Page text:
'Success really does breed success'
Researchers have found that success really does breed success.
Researchers from UCL and Stony Brook University conducted four experiments that measured the impact of experimental support - such as a donation or positive endorsement - on subsequent success.
In the first experiment, the researchers donated funding to 100 of 200 new, unfunded projects on the crowd-funding website kickstarter.com and monitored the level of later funding. 39 per cent of projects without the initial experimental donation attracted future donations, compared with 70 per cent of those given the experimental donation - almost two times more.
The second experiment involved the website epinions.com, for which reviewers are paid for evaluations of new products according to how helpful website visitors rate their reviews. 90 per cent of reviews which received experimental endorsement were rated as 'very helpful' within two weeks of treatment, compared to 77 per cent in the sample without the initial boost.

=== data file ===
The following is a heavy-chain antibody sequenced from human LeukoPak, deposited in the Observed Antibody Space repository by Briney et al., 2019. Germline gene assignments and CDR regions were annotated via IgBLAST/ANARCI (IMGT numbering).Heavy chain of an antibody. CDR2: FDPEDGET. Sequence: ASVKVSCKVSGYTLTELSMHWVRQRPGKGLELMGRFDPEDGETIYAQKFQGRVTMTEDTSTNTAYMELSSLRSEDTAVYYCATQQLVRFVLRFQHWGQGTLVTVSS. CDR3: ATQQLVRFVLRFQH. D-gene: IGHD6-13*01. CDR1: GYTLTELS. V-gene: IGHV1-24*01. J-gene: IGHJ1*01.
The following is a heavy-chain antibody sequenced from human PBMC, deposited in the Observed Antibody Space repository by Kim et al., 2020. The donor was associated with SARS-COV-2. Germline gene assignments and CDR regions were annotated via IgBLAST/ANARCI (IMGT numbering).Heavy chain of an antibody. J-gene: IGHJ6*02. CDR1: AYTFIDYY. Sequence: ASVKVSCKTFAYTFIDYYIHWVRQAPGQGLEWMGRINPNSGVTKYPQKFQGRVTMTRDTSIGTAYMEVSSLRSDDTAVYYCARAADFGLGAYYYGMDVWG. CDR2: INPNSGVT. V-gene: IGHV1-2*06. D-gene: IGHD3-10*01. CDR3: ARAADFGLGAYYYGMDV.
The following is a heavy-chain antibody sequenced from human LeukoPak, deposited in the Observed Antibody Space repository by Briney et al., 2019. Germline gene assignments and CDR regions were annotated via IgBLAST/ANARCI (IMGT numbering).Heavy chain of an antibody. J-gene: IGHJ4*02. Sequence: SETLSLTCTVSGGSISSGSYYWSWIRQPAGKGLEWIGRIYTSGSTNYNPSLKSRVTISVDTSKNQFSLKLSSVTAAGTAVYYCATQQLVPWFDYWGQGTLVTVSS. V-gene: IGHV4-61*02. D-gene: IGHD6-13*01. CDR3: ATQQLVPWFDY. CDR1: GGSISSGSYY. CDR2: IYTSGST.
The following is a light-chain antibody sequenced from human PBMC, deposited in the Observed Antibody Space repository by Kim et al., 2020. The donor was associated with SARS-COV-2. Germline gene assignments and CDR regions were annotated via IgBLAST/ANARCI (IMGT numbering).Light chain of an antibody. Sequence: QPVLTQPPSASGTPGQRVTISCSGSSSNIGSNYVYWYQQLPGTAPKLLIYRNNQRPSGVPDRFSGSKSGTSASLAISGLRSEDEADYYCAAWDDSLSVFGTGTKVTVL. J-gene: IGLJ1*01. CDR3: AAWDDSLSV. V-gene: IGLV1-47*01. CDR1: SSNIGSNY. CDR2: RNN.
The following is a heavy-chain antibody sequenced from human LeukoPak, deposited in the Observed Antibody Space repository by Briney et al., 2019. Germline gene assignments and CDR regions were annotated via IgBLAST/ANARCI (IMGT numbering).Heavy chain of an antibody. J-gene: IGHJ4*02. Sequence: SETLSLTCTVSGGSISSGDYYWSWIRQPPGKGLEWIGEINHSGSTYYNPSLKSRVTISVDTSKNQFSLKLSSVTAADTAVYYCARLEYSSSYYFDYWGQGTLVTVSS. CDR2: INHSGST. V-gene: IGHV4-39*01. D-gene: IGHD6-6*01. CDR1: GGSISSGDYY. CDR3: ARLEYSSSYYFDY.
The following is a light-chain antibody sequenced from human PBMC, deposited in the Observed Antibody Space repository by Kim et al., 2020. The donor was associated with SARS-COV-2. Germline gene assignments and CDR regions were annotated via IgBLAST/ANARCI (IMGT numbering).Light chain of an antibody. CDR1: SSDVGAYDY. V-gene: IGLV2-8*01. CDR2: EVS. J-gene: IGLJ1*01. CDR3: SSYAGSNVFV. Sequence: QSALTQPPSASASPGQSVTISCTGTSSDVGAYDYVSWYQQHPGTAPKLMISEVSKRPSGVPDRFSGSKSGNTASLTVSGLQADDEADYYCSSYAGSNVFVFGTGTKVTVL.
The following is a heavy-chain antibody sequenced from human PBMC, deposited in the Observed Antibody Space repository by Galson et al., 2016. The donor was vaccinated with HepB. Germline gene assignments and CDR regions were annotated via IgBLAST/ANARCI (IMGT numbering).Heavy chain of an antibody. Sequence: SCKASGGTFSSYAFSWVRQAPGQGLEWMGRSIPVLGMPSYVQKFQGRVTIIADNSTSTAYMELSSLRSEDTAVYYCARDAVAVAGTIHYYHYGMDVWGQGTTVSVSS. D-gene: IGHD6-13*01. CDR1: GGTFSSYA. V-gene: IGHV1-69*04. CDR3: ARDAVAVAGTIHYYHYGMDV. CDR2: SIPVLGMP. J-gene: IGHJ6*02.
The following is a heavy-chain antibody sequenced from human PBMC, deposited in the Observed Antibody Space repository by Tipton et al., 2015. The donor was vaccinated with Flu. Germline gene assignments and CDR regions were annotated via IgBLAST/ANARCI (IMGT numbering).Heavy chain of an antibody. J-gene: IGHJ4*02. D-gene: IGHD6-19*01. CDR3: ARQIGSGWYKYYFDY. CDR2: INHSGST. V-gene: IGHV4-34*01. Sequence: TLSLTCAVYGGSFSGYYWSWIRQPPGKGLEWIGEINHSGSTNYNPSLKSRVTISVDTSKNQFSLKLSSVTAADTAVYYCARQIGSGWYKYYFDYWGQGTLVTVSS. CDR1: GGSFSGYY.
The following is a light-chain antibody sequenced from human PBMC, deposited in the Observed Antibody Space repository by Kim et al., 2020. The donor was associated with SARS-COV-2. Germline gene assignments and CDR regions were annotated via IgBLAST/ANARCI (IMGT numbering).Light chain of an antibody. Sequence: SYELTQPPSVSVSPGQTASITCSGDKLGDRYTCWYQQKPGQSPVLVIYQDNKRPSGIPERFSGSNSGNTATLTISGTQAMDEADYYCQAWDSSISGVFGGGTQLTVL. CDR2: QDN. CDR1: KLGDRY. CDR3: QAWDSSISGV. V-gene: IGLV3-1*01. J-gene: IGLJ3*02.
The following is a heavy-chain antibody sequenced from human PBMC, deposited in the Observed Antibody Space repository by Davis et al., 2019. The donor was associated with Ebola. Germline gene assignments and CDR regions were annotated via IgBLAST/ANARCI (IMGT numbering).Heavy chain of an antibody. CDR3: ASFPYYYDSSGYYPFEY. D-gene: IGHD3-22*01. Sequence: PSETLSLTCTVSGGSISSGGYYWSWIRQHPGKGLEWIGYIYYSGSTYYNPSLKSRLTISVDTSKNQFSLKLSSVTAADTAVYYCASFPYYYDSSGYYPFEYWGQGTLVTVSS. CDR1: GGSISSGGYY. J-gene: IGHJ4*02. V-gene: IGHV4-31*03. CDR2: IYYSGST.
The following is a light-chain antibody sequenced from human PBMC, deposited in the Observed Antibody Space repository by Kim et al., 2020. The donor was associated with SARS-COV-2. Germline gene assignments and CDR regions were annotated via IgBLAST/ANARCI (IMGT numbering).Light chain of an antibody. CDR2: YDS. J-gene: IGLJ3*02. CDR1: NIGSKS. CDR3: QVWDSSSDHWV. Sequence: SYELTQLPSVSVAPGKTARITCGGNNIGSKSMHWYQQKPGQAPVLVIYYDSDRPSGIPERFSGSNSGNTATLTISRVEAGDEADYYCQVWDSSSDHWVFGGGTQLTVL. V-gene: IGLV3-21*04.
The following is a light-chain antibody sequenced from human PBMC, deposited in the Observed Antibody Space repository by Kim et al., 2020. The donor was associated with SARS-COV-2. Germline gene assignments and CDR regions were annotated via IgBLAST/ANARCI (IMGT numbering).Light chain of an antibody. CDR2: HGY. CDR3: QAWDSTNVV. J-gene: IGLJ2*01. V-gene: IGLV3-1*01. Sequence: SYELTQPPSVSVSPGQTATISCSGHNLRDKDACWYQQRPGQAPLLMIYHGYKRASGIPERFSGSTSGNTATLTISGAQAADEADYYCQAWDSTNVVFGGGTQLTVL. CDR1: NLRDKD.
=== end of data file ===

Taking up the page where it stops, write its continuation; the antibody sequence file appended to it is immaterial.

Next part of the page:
In the third test, a random subset of the top 1 per cent most productive editors on the website Wikipedia.org were conferred an award. During the observation period of five months, 31 per cent of the editors without this start received a status award, whereas 40 per cent of those given an initial status award attracted at least one more other award.
The fourth test used the petition website change.org, where people seek support from the general public for social and political goals through electronic signature campaigns. The researchers reviewed 200 early-stage campaigns and granted a dozen signatures to 100 campaigns chosen at random. They found that 52 per cent of individuals who did not benefit from the signature package received at least one more signature, compared with 66 per cent of those given an extra 12 signatures for the experiment.
(Posted on 29-04-2014)